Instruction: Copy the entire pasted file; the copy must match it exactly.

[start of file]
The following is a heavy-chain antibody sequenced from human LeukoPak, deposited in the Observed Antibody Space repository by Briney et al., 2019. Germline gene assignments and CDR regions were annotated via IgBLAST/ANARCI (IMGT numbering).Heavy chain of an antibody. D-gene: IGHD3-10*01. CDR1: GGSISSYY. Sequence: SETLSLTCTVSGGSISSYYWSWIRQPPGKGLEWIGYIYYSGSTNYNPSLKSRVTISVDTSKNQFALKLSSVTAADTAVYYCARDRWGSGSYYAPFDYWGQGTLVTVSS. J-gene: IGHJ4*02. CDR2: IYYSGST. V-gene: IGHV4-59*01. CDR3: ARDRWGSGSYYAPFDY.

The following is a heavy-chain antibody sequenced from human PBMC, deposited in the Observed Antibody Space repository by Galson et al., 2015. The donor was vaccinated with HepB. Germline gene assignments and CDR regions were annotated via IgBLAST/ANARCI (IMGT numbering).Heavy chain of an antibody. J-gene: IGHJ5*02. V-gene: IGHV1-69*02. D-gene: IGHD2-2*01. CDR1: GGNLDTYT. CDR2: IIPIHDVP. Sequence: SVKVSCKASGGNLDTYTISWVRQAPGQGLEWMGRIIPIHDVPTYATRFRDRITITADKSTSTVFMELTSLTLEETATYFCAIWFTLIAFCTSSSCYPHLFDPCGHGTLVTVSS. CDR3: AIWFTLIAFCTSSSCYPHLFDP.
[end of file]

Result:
The following is a heavy-chain antibody sequenced from human LeukoPak, deposited in the Observed Antibody Space repository by Briney et al., 2019. Germline gene assignments and CDR regions were annotated via IgBLAST/ANARCI (IMGT numbering).Heavy chain of an antibody. D-gene: IGHD3-10*01. CDR1: GGSISSYY. Sequence: SETLSLTCTVSGGSISSYYWSWIRQPPGKGLEWIGYIYYSGSTNYNPSLKSRVTISVDTSKNQFALKLSSVTAADTAVYYCARDRWGSGSYYAPFDYWGQGTLVTVSS. J-gene: IGHJ4*02. CDR2: IYYSGST. V-gene: IGHV4-59*01. CDR3: ARDRWGSGSYYAPFDY.

The following is a heavy-chain antibody sequenced from human PBMC, deposited in the Observed Antibody Space repository by Galson et al., 2015. The donor was vaccinated with HepB. Germline gene assignments and CDR regions were annotated via IgBLAST/ANARCI (IMGT numbering).Heavy chain of an antibody. J-gene: IGHJ5*02. V-gene: IGHV1-69*02. D-gene: IGHD2-2*01. CDR1: GGNLDTYT. CDR2: IIPIHDVP. Sequence: SVKVSCKASGGNLDTYTISWVRQAPGQGLEWMGRIIPIHDVPTYATRFRDRITITADKSTSTVFMELTSLTLEETATYFCAIWFTLIAFCTSSSCYPHLFDPCGHGTLVTVSS. CDR3: AIWFTLIAFCTSSSCYPHLFDP.